As in the past, future mechanization of additional crops will be driven largely by benefit-cost considerations, including the likely future international competitiveness of the U.S. industry. Relatively good machines exist for mechanically harvesting many fruits and vegetables for processing.The most exciting development is that there are new and effective harvesters that are in the final stages of testing for fresh market berries, and for sweet cherries. These technologies would move forward rapidly if there is a sudden increase in the cost of harvesting labor or uncertainly of availability of this type of labor. Furthermore, these machines have potential for other crops. However, a short-term hurdle is that some crops are declining in acreage because of changing demand and international competition. Also, some old orchard and vineyard architectures are not compatible with the new harvesting systems. When the future prospects are good, orchards can be replaced with shorter and trellised trees and vines. Uniform ripening of fruit and berries is critical to the success of some of these new harvesting systems.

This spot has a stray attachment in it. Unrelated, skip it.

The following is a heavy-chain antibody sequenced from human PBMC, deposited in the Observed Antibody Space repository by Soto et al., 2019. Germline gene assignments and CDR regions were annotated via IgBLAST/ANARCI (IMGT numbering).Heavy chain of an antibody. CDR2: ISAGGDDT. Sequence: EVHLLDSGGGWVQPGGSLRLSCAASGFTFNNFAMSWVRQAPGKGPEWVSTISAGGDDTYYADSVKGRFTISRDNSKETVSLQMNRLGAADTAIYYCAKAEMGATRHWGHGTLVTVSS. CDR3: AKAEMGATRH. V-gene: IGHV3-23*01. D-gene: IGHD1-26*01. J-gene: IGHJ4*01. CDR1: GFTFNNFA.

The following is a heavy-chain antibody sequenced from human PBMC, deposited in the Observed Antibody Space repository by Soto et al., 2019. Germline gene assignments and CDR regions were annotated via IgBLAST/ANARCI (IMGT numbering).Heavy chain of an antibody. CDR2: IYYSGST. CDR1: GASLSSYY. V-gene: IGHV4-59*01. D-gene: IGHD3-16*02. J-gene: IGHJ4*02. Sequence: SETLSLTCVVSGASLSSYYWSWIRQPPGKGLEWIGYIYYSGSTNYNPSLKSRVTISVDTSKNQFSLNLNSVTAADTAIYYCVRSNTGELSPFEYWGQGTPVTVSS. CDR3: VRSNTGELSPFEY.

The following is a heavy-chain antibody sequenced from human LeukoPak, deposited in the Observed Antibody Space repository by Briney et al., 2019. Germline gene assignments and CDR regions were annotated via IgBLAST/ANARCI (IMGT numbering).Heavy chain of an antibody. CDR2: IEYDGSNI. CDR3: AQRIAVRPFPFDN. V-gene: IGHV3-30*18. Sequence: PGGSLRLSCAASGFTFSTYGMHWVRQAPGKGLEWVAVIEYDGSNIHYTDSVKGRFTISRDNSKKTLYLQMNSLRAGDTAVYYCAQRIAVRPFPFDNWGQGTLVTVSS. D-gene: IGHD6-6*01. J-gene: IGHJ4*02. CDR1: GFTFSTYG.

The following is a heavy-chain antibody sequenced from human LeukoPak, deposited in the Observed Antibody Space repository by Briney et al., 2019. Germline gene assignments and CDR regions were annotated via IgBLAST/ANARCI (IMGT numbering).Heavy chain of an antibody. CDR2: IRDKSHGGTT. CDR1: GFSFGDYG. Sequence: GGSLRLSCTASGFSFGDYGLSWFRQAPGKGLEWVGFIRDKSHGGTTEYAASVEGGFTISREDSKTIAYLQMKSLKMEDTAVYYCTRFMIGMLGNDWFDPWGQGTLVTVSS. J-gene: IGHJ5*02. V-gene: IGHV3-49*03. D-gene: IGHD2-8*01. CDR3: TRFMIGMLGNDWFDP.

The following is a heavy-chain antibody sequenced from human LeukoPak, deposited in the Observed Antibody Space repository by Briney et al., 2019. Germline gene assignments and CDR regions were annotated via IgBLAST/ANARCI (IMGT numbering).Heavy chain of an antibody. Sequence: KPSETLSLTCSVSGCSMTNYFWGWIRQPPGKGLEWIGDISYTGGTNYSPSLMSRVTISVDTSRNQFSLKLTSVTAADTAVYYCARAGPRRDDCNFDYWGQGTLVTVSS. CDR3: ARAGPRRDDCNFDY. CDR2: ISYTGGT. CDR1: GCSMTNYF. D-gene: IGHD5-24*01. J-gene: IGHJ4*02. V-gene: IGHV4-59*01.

For More Information

Calvin, L. and Martin, P.L. (2010). The U.S. produce industry and labor: Facing the future in a global economy. USDA, ERS Economic Research Report No. 106, Nov. .

Huffman, W.E. (2012). The status of labor-saving mechanization in U.S. fruit and vegetable harvesting. Iowa State University, Department of Economics Working Paper #12009, May.

Peterson, D.L. (2005). Harvest mechanization progress and prospects for fresh market quality deciduous tree fruits. Hortechnology 15, 72-75.